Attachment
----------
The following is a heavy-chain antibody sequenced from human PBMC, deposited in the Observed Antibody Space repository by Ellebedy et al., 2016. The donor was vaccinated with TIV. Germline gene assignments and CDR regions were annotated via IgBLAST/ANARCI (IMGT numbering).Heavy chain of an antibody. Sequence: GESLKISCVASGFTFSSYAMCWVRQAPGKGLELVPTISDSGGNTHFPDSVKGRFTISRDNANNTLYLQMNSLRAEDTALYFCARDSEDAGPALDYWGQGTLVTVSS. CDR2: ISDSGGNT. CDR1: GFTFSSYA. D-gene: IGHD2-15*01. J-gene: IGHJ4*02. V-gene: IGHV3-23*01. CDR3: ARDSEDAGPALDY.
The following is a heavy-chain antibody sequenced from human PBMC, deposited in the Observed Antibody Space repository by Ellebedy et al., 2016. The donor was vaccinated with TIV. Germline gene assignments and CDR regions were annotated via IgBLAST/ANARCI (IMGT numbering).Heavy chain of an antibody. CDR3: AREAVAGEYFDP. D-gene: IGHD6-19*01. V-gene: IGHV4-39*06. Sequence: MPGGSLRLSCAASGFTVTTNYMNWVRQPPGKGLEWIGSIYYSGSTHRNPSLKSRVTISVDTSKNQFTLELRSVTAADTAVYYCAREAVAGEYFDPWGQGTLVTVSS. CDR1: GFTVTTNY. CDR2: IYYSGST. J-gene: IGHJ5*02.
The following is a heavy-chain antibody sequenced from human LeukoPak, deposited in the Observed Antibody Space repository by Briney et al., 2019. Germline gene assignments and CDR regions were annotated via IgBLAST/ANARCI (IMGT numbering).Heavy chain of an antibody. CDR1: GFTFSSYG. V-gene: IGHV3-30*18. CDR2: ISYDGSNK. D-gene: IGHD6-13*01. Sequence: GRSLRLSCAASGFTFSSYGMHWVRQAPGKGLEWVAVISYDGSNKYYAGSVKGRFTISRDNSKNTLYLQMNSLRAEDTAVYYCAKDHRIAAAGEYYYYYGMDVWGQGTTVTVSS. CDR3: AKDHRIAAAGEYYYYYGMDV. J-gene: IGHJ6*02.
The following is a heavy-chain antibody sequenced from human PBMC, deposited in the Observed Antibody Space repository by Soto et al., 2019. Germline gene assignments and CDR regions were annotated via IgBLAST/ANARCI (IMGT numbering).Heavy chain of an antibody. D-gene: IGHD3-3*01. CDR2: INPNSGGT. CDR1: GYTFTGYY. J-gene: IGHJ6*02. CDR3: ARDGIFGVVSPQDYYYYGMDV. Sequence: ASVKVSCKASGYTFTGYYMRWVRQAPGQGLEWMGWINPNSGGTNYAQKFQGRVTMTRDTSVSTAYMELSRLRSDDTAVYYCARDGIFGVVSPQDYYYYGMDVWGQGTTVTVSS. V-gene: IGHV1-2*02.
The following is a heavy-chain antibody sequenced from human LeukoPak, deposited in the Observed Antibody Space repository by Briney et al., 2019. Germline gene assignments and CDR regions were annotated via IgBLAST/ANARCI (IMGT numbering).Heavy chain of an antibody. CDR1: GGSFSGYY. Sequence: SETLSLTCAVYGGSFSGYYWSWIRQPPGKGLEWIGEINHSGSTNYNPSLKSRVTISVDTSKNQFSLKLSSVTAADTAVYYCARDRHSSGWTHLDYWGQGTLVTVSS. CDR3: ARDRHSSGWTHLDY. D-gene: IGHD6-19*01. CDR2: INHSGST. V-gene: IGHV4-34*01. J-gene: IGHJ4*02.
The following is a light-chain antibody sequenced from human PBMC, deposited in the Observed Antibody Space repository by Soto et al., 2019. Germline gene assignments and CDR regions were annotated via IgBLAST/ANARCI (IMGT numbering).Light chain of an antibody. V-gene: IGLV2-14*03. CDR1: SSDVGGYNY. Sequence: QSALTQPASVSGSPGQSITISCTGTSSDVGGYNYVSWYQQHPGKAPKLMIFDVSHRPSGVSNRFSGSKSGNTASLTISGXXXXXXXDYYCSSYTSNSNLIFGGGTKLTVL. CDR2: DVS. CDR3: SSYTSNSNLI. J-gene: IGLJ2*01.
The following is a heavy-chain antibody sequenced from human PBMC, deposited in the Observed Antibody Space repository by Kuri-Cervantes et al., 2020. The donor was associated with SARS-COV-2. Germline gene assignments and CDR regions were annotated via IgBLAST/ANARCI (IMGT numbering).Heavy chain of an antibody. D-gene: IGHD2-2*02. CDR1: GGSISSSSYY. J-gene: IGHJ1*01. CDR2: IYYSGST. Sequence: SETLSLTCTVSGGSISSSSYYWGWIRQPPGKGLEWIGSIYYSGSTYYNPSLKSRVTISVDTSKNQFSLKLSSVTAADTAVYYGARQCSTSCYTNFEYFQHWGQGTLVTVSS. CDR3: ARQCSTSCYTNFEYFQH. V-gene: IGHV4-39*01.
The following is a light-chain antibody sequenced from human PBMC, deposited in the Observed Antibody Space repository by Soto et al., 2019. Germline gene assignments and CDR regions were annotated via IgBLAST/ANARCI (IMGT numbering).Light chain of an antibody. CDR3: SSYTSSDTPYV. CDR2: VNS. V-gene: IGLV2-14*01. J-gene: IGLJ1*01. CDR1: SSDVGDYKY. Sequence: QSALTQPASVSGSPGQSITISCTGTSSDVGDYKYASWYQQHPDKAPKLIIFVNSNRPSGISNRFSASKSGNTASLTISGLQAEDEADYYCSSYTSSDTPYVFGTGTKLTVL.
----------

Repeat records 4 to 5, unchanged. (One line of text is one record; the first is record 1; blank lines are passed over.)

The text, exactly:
The following is a heavy-chain antibody sequenced from human PBMC, deposited in the Observed Antibody Space repository by Soto et al., 2019. Germline gene assignments and CDR regions were annotated via IgBLAST/ANARCI (IMGT numbering).Heavy chain of an antibody. D-gene: IGHD3-3*01. CDR2: INPNSGGT. CDR1: GYTFTGYY. J-gene: IGHJ6*02. CDR3: ARDGIFGVVSPQDYYYYGMDV. Sequence: ASVKVSCKASGYTFTGYYMRWVRQAPGQGLEWMGWINPNSGGTNYAQKFQGRVTMTRDTSVSTAYMELSRLRSDDTAVYYCARDGIFGVVSPQDYYYYGMDVWGQGTTVTVSS. V-gene: IGHV1-2*02.
The following is a heavy-chain antibody sequenced from human LeukoPak, deposited in the Observed Antibody Space repository by Briney et al., 2019. Germline gene assignments and CDR regions were annotated via IgBLAST/ANARCI (IMGT numbering).Heavy chain of an antibody. CDR1: GGSFSGYY. Sequence: SETLSLTCAVYGGSFSGYYWSWIRQPPGKGLEWIGEINHSGSTNYNPSLKSRVTISVDTSKNQFSLKLSSVTAADTAVYYCARDRHSSGWTHLDYWGQGTLVTVSS. CDR3: ARDRHSSGWTHLDY. D-gene: IGHD6-19*01. CDR2: INHSGST. V-gene: IGHV4-34*01. J-gene: IGHJ4*02.